Nature will bear the closest inspection . She invites us to lay our eyes level with her smallest leaf, and take an insect view of its plain.
At the Poem Society a black-haired man stands up to say
-You make me sick with all your talk about restraint and mature talent!
REMOTE from scenes, where the o'erwearied mind
Shrinks from the crimes and follies of mankind,
From hostile menace, and offensive boast,
Peace, and her train of home-born pleasures lost;
Un soir plein de pourpres et de fleuves vermeils
Pourrit, par au-delÃ des plaines diminuÃ©es,
Et fortement, avec les poings de ses nuÃ©es,
Sur l'horizon verdÃ¢tre, Ã©crase des soleils.
The Woful Tale Of Mr. Peters
I should like, good friends, to mention the disaster which befell
Mr. William Perry Peters, of the town of Muscatel,
Whose fate is full of meaning, if correctly understood
Admonition to the haughty, consolation to the good.
rld to sleep,
Late in the evening the strange horses came.
By then we had made our covenant with silence,
But in the first few days it was so still
The Old Swimmin' Hole
Oh! the old swimmin'-hole! whare the crick so still and deep
Looked like a baby-river that was laying half asleep,
And the gurgle of the worter round the drift jest below
Sounded like the laugh of something we onc't ust to know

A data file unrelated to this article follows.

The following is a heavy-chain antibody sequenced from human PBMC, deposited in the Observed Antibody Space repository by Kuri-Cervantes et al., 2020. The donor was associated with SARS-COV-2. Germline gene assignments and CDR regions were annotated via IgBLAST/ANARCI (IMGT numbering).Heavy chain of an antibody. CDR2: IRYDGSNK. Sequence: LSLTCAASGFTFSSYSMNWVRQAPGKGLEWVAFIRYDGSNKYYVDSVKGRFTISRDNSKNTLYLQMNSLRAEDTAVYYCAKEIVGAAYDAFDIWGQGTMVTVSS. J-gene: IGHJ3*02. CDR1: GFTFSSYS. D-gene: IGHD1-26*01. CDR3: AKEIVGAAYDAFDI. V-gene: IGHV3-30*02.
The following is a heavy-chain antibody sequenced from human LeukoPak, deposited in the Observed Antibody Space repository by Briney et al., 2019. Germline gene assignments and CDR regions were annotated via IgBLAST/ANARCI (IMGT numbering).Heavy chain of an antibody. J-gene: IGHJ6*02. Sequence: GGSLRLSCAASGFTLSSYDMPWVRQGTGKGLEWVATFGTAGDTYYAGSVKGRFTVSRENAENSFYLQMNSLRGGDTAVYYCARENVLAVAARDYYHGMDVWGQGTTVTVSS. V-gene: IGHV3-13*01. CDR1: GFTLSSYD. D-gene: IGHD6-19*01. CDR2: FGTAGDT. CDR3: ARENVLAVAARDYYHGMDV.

James Whitcomb Riley
Toute la mer va vers la ville !
Son port est surmontÃ© d'un million de croix :
Vergues transversales barrant de grands mÃ¢ts droits.
Last Will And Testament
Comrades, if I don't live to see the day
-- I mean,if I die before freedom comes --
take me away
and bury me in a village cemetery in Anatolia.
Some sings of the lily, and daisy, and rose,
And the pansies and pinks that the Summertime
In the green grassy lap of the medder that lays
James Whitcomb Riley
Mother And The Baby
Mother and the baby! Oh, I know no lovelier pair,
For all the dreams of all the world are hovering 'round them there;
And be the baby in his cot or nestling in her arms,
The picture they present is one with never-fading charms.
Edgar Albert Guest
Ah Ling, The Leper
UP a dark and fetid alley, where the offal and the slime
Of a brave and blusterous city met its misery and crime,
In a hovel reeking pestilence, and noisome as the grave,
Dwelt Ah Ling, the Chinese joiner, and the sweaterâ??s willing slave.
Edward George Dyson
At last you're tired of this elderly world
Shepherdess O Eiffel Tower this morning the bridges are bleating
The Trees Are Down
and he cried with a loud voice: Hurt not the earth, neither the sea, nor the trees - Revelation
They are cutting down the great plane-trees at the end of
Charlotte Mary Mew
A London Plane-tree
Green is the plane-tree in the square,
The other trees are brown;
They droop and pine for country air;
The plane-tree loves the town.
O Lord, at Joseph's humble bench
Thy hands did handle saw and plane;
Thy hammer nails did drive and clench,
Avoiding knot and humouring grain.
The Iliad: Book 02
Now the other gods and the armed warriors on the plain slept
soundly, but Jove was wakeful, for he was thinking how to do honour to
Achilles, and destroyed much people at the ships of the Achaeans. In
the end he deemed it would be best to send a lying dream to King